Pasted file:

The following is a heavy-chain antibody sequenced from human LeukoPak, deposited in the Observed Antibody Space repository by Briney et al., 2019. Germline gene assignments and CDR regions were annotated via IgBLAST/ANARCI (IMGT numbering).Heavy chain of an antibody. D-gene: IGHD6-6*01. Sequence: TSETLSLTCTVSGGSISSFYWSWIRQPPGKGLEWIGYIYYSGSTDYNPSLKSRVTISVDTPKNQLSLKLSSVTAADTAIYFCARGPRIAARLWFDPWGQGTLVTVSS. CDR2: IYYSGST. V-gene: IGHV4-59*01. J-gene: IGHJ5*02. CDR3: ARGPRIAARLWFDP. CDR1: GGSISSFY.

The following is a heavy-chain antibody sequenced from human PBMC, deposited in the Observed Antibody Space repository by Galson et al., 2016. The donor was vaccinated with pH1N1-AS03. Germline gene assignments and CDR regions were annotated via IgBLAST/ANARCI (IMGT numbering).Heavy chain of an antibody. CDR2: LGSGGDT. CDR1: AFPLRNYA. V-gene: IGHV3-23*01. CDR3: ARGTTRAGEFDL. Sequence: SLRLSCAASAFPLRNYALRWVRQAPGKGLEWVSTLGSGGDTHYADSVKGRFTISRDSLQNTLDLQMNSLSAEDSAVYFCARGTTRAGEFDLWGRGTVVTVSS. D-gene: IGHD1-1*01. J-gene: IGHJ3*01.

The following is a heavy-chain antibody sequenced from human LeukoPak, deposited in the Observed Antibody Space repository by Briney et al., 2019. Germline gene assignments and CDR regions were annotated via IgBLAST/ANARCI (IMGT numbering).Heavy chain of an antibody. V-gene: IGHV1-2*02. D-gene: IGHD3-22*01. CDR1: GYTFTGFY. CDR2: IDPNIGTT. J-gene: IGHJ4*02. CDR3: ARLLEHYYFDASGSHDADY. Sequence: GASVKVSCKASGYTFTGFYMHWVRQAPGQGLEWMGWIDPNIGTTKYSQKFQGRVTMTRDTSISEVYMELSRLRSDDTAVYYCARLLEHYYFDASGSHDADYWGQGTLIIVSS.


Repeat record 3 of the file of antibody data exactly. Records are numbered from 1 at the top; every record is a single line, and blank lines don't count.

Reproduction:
The following is a heavy-chain antibody sequenced from human LeukoPak, deposited in the Observed Antibody Space repository by Briney et al., 2019. Germline gene assignments and CDR regions were annotated via IgBLAST/ANARCI (IMGT numbering).Heavy chain of an antibody. V-gene: IGHV1-2*02. D-gene: IGHD3-22*01. CDR1: GYTFTGFY. CDR2: IDPNIGTT. J-gene: IGHJ4*02. CDR3: ARLLEHYYFDASGSHDADY. Sequence: GASVKVSCKASGYTFTGFYMHWVRQAPGQGLEWMGWIDPNIGTTKYSQKFQGRVTMTRDTSISEVYMELSRLRSDDTAVYYCARLLEHYYFDASGSHDADYWGQGTLIIVSS.